by Ron Paul
This week, Congress finalized the controversial $124 billion Iraq emergency supplemental spending bill, with the House and Senate both voting in favor of final passage. The majority of my Republican colleagues and I voted against this measure, and the president has vowed to veto the legislation. In this final version, the House leadership retained billions of dollars in pork meant to attract skeptical votes, retained a watered-down version of the problematic “benchmarks” that seek to micromanage the war effort, and continued to play politics with the funding of critical veterans medical and other assistance. In other words, this final version was even worse than the original in almost all respects.
As I wrote when this measure first came before the House, we have to make a clear distinction between the Constitutional authority of Congress to make foreign policy, and the Constitutional authority of the president, as commander in chief, to direct the management of any military operation. We do no favor to the troops by micromanaging the war from Capitol Hill while continuing to fund it beyond the president’s request. If one is unhappy with our progress in Iraq after four years of war, voting to de-fund the war makes sense. If one is unhappy with the manner in which we went to war, without a constitutional declaration, voting against funding for that war makes equally good sense. What occurred, however, was the worst of both. Democrats, dissatisfied with the way the war is being fought, gave the president all the money he asked for and more to keep fighting it, while demanding that he fight it in the manner they see fit. That is definitely not a recipe for success in Iraq and foreign policy in general.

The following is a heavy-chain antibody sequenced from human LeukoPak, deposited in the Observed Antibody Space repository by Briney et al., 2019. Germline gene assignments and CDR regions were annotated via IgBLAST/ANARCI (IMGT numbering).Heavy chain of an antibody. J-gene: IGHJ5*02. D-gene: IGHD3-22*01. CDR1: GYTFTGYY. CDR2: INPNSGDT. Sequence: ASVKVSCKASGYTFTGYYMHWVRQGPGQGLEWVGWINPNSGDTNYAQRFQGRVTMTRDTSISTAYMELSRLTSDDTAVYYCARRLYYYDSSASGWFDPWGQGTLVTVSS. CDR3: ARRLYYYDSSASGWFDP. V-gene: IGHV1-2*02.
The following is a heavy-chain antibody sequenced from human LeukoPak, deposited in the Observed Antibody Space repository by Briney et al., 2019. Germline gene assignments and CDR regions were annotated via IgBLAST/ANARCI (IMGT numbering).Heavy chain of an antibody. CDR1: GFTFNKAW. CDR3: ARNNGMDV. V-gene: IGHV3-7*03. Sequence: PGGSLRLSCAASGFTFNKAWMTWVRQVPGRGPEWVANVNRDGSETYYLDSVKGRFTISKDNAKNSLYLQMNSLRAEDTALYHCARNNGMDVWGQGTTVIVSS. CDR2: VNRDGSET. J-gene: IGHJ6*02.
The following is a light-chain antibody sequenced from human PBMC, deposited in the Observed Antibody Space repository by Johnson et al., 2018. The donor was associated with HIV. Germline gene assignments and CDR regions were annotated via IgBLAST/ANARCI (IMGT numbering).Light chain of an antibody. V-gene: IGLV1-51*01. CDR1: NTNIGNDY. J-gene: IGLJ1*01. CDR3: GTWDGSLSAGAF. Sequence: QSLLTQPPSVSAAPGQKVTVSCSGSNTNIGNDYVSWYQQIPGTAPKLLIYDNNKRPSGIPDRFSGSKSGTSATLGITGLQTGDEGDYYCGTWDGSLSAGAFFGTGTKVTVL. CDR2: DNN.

What is the best way forward in Iraq? Where do we go from here? First, Congress should admit its mistake in unconstitutionally transferring war power to the president and in citing United Nations resolutions as justification for war against Iraq. We should never go to war because another nation has violated a United Nations resolution. Then we should repeal the authority given to the president in 2002 and disavow presidential discretion in starting wars. Then we should start bringing our troops home in the safest manner possible. Though many will criticize the president for mis-steps in Iraq and at home, it is with the willing participation of Congress, through measures like this war funding bill, that our policy continues to veer off course. Additionally, it is with the complicity of Congress that we have become a nation of pre-emptive war, secret military tribunals, torture, rejection of habeas corpus, warrantless searches, undue government secrecy, extraordinary renditions, and uncontrolled spying on the American people. Fighting over there has nothing to do with preserving freedoms here at home. More likely the opposite is true.